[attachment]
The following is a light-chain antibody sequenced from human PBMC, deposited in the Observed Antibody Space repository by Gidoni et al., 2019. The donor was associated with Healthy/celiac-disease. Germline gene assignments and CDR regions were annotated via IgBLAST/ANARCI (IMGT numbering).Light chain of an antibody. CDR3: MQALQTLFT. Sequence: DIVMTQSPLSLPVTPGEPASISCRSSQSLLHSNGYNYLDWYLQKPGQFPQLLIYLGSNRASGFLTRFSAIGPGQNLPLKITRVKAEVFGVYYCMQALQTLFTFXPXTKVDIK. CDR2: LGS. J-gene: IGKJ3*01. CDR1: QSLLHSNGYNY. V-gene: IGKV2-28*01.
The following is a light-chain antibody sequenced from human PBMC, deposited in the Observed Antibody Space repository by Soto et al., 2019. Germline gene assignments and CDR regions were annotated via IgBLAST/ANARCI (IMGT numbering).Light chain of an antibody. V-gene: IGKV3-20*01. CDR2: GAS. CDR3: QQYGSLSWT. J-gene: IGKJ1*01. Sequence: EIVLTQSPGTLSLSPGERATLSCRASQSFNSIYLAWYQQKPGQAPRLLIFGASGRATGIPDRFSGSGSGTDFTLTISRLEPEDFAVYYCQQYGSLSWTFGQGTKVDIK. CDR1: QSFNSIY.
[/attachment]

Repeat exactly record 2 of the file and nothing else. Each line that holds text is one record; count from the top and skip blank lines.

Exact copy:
The following is a light-chain antibody sequenced from human PBMC, deposited in the Observed Antibody Space repository by Soto et al., 2019. Germline gene assignments and CDR regions were annotated via IgBLAST/ANARCI (IMGT numbering).Light chain of an antibody. V-gene: IGKV3-20*01. CDR2: GAS. CDR3: QQYGSLSWT. J-gene: IGKJ1*01. Sequence: EIVLTQSPGTLSLSPGERATLSCRASQSFNSIYLAWYQQKPGQAPRLLIFGASGRATGIPDRFSGSGSGTDFTLTISRLEPEDFAVYYCQQYGSLSWTFGQGTKVDIK. CDR1: QSFNSIY.